Tesco Full-Year Results – What The Analysts Said

By Steve Wynne-Jones
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Tesco Full-Year Results – What The Analysts Said

UK retailer Tesco has reported a 3.0% increase in group sales in its 2021/22 financial year, with retail adjusted operating profit rising by 35.8%.

"Over the last year, we delivered a strong performance across the group, growing share in every part of our business," commented chief executive Ken Murphy.

Here's how leading retail analysts viewed its performance.

Russ Mould, AJ Bell

“There is a lot to like about Tesco’s results even though the company is guiding for profit to dip in its new financial year.

"The coming months will be challenging for Tesco as it faces higher cost inflation and a potential shift in how consumers spend their money. That explains why its share price has fallen nearly 5% on the results, and why Ocado and Sainsbury’s shares are also weak.


“There is a real risk that cash-strapped families will cut back on their shopping. Even though we all need to eat and drink, there is a high chance that shopping baskets may not contain as many treats as households have been consuming of late. If everyone cuts back on a few items each week, this loss of income for Tesco will certainly add up.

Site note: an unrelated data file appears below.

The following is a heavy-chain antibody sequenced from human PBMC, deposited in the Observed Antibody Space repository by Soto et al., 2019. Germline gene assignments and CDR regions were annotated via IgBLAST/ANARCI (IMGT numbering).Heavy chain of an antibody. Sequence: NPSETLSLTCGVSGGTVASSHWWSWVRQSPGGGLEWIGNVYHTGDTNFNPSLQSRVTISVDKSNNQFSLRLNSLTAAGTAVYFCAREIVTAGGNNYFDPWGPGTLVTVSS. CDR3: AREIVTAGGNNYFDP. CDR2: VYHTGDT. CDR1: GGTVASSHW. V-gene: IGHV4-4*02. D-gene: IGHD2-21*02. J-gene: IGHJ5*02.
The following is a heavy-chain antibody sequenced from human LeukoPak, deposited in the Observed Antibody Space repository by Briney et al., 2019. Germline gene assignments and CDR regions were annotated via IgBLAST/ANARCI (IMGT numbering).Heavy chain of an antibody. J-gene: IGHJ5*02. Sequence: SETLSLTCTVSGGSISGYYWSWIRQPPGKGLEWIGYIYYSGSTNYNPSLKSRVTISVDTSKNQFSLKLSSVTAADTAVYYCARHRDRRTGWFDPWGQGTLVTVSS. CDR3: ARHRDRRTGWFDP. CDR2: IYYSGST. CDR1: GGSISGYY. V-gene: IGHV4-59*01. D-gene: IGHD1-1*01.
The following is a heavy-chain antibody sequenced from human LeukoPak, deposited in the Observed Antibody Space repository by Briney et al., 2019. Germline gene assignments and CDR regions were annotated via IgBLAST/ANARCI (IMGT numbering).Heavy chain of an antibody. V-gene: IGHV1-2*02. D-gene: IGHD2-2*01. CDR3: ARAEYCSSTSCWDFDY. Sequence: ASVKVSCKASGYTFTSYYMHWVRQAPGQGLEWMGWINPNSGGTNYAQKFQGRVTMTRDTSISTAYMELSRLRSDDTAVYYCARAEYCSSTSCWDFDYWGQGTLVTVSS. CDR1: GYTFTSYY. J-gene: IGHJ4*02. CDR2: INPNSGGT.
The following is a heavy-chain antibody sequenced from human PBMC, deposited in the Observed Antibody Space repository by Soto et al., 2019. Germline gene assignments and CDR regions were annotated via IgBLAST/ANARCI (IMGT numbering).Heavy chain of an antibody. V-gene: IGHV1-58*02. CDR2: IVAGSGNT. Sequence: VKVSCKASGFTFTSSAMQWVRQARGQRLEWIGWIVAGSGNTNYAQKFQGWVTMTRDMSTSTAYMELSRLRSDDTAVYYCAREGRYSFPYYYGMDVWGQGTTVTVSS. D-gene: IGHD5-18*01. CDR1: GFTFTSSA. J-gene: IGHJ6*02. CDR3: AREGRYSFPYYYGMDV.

“If this trend does play out as expected, it won’t just be Tesco feeling the pain. On a two-year basis, Asda, Morrisons, Sainsbury’s and Co-op have all lost market share and these businesses will certainly not want to see further bad news in the form of customers tightening their belts.In fact, if supermarkets suffers from people deciding to buy fewer chocolate biscuits or a nice bottle of wine, you can almost be certain that other consumer-facing companies such as fashion sellers and electronics retailers will also be experiencing a shift in how their customers are spending.”

Richard Lim, Retail Economics

"These are mightily impressive results from the retailer. The laser-like focus on delivering low prices that match the discounters has repositioned the value proposition in the eyes of many consumers. Its innovative Clubcard-only discounts are driving improved loyalty with existing customers and winning over new shoppers in a fiercely competitive market.

"As the cost of living crisis gains momentum, many consumers will be reevaluating their priorities and we're likely to see recessionary behaviours kick in fast. For many shoppers, this will mean trading down to own-label brands, switching retailers and scaling back on premium purchases as a more cost-conscious consumer emerges.


"Tesco is well-positioned to protect its market share given the competitive advantage offered by its loyalty scheme, the digital capabilities within the business and its scale, which offers meaningful negotiating power with suppliers."

Barclays European Food Retail Equity Research

"Tesco has delivered a strong set of results for FY22, with cash generation particularly robust (£2.28 billion). The strong FCF outcome – and indeed Tesco's confidence that it can deliver its FCF target again in FY23 – is being reflected in the share buyback run-rate being accelerated by 50% (from £500 million pa to £750 million pa). However, we always expected the market to be most focused today on Tesco's profit outlook given the current extremely limited visibility – not just due to high food inflation but also due to sharply rising labour and energy costs (partly offset by lower COVID costs).